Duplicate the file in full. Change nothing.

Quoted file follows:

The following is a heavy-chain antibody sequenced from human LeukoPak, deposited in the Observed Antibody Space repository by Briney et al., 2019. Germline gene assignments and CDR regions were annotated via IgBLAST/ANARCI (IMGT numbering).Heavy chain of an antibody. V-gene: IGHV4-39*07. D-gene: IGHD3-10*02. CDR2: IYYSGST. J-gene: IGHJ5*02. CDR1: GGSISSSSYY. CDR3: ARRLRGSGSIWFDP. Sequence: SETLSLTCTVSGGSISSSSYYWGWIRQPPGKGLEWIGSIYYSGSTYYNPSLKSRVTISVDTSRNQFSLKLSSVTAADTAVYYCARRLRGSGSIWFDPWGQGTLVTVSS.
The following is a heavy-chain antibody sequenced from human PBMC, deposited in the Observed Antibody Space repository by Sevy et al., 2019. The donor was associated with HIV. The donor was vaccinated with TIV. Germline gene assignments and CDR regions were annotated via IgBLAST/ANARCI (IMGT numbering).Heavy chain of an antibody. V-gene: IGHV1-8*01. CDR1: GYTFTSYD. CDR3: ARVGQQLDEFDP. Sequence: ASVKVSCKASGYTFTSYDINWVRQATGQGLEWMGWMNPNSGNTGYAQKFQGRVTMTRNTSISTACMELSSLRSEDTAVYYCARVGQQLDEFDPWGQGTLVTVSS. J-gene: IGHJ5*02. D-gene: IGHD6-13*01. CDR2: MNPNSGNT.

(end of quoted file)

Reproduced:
The following is a heavy-chain antibody sequenced from human LeukoPak, deposited in the Observed Antibody Space repository by Briney et al., 2019. Germline gene assignments and CDR regions were annotated via IgBLAST/ANARCI (IMGT numbering).Heavy chain of an antibody. V-gene: IGHV4-39*07. D-gene: IGHD3-10*02. CDR2: IYYSGST. J-gene: IGHJ5*02. CDR1: GGSISSSSYY. CDR3: ARRLRGSGSIWFDP. Sequence: SETLSLTCTVSGGSISSSSYYWGWIRQPPGKGLEWIGSIYYSGSTYYNPSLKSRVTISVDTSRNQFSLKLSSVTAADTAVYYCARRLRGSGSIWFDPWGQGTLVTVSS.
The following is a heavy-chain antibody sequenced from human PBMC, deposited in the Observed Antibody Space repository by Sevy et al., 2019. The donor was associated with HIV. The donor was vaccinated with TIV. Germline gene assignments and CDR regions were annotated via IgBLAST/ANARCI (IMGT numbering).Heavy chain of an antibody. V-gene: IGHV1-8*01. CDR1: GYTFTSYD. CDR3: ARVGQQLDEFDP. Sequence: ASVKVSCKASGYTFTSYDINWVRQATGQGLEWMGWMNPNSGNTGYAQKFQGRVTMTRNTSISTACMELSSLRSEDTAVYYCARVGQQLDEFDPWGQGTLVTVSS. J-gene: IGHJ5*02. D-gene: IGHD6-13*01. CDR2: MNPNSGNT.